At this point in my career, I have a pretty clear understanding of small to midsized businesses (SMBs) I spent my childhood growing up in our family SMB, Stock Transport. I elected into the joint JD/MBA program so that I would be in a position to advise SMBs like Stock Transport. Today, my companies, Stock Legal and Legal Back Office, are SMBs and our clients at Stock Legal are primarily SMBs.** Additionally, I’m the incoming Chair of the American Bar Association’s Middle Market and Small Business Committee.
That said, it still came as a surprise when Tim Shea, a writer for the Harvard Law’s The Practice, emailed me to ask if he could interview me for a story on how SMBs choose their lawyer. I think it’s important to pause in this blog to take a moment and acknowledge the “imposter syndrome” I had in that moment, because it’s not something we often talk about. I very clearly had the thought – Why would he choose to interview me? I think it’s also important to write about how I acknowledged those feelings, recovered, and then reminded myself of the whys that I led with in the first paragraph of this blog. It’s a process, and the “win” here is to overcome the fear and believe in ourselves.
That said, what is different about how we engage with clients at Stock Legal? Well, first and foremost, we found a gap in the market – very few law firms were structured to deliver the legal services that SMBs need on a regular basis in the manner SMBs wanted to receive those legal services. But the question then became, to quote my good friend Laura Burkemper – Is there a market in the gap?
We’ve proven over the last 5 years that there is a market in the gap. We’ve grown from around one hundred clients to several thousand clients, and from one lawyer to soon-to-be thirteen lawyers.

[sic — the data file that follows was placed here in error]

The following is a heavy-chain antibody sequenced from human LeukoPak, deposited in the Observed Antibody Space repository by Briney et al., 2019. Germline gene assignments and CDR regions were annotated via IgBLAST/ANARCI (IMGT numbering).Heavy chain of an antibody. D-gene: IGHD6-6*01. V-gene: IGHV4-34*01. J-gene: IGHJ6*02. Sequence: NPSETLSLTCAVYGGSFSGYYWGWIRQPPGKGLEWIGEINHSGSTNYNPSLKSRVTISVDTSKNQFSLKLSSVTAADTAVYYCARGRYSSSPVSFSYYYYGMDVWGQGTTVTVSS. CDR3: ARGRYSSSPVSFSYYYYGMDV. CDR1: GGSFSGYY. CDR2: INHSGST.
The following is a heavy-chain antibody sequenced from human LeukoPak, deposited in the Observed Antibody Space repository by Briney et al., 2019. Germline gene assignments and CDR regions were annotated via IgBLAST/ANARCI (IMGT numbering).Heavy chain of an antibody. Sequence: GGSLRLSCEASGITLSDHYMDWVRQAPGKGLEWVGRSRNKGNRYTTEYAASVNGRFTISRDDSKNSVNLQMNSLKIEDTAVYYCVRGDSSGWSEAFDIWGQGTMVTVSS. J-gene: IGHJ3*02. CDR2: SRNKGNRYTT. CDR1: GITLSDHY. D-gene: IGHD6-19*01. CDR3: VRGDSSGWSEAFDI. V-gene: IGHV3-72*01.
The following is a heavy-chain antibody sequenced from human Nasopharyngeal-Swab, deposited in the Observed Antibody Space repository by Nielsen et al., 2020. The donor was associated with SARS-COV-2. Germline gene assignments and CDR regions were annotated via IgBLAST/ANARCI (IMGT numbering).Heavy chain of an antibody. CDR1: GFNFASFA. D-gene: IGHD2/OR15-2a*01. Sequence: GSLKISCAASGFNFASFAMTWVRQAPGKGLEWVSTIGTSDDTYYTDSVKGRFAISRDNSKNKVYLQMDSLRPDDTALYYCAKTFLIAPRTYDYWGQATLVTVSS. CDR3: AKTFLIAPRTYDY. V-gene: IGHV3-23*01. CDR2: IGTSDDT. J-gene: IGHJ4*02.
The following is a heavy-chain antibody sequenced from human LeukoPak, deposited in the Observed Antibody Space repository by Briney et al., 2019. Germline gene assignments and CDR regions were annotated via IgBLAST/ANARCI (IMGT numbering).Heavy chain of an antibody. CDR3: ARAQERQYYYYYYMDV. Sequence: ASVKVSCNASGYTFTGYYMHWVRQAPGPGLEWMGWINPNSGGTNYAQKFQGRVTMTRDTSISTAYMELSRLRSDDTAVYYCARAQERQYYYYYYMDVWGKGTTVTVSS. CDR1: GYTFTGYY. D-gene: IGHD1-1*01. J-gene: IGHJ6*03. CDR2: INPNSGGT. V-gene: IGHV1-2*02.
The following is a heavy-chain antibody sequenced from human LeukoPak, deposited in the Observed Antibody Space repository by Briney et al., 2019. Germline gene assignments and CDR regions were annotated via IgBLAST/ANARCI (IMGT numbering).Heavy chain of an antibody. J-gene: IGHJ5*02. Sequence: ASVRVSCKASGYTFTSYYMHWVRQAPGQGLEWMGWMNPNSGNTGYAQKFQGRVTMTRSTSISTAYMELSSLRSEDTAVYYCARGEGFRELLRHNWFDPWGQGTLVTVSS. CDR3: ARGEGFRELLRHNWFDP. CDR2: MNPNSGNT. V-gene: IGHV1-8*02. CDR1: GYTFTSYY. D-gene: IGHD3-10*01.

Here’s a sampling of what I’ve learned throughout that process:
- SMBs want and deserve the same legal counsel provided to large privately held and publicly traded corporations.
- SMB founders want to pay for good counsel, but their budgets only stretch so far, and that limiting factor has led us to put into practice alternative fee structures and continue to iterate on what we currently have in place.
- The legal service delivery model is changing, and I believe it will continue to change rapidly, as basic legal functions become further commoditized.
- Artificial intelligence and machine learning are already playing a role in the legal industry, and I believe that role will continue to expand.
- Millennials will soon be the primary consumer of legal services, and how do millennials want to engage with their lawyers?
- They want to engage initially through technology.
- They want to work with tech forward companies.
- They then want to engage relationally with their trusted advisors.
The five bullets above have greatly influenced our mission, vision, values and culture at Stock Legal, and will continue to do so in the next decade. We hear the SMB market speaking, and we are listening by delivering high quality legal services, alternative fee arrangements, creative problem solving that cannot be performed by machines, and long-standing relationships with our clients.
To read the full story, Taking Care of Small Business - What Small and Midsize Companies need from their Lawyers, click here: https://thepractice.law.harvard.edu/article/taking-care-of-small-business/
**This blog focuses on the work we do at Stock Legal for SMBs. I would be remiss not to mention that we have a robust estate planning practiceat Stock Legal, that often utilizes alternative fee arrangements/fixed fees for individuals (sometimes SMB owners, sometimes not).
*The choice of a lawyer is an important decision, and should not be based solely on advertisements.*